The WAGER, Vol. 1(12) – Suicidal behavior among members of Gamblers Anonymous


A recent report highlighted the possibility that gambling losses can lead to suicide. Although little research is available to confirm this adverse potential consequence of problematic gambling, some evidence exists. In one study, a sample of 500 participants in Gamblers Anonymous (GA) were surveyed to gather data on suicidal history. Of the 162 (32.4%) who returned the survey, 21.0% reported they had never considered suicide, 47.5% had thought about suicide, and 13.0% had attempted suicide. This 13.0% rate can be compared with an estimated 1.1% lifetime incidence of attempted suicide in the general population and an estimated rate of 9.9% among patients addicted to heroin in a methadone treatment program. Suicidal GA participants placed their first bet and sought help at a significantly younger age than GA participants who had never considered suicide. Care must always be taken when interpreting findings from studies with a low reponse rate. For example, it is possible that GA participants who did not complete the survey had either higher or lower rates of suicidality.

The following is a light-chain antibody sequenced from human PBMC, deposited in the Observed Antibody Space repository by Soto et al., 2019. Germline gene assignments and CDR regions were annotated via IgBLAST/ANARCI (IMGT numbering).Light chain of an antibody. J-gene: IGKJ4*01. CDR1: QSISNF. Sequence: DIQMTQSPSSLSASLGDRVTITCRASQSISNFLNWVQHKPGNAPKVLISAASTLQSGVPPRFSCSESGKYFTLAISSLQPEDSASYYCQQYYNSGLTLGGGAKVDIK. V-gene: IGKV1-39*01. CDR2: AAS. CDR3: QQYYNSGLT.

This public education project is funded, in part, by the Massachusetts Department of Public Health.

This fax may be copied without permission. Please cite The WAGER as the source.

For more information contact the Massachusetts Council on Compulsive Gambling, 190 High Street, Suite 6, Boston, MA 02110.

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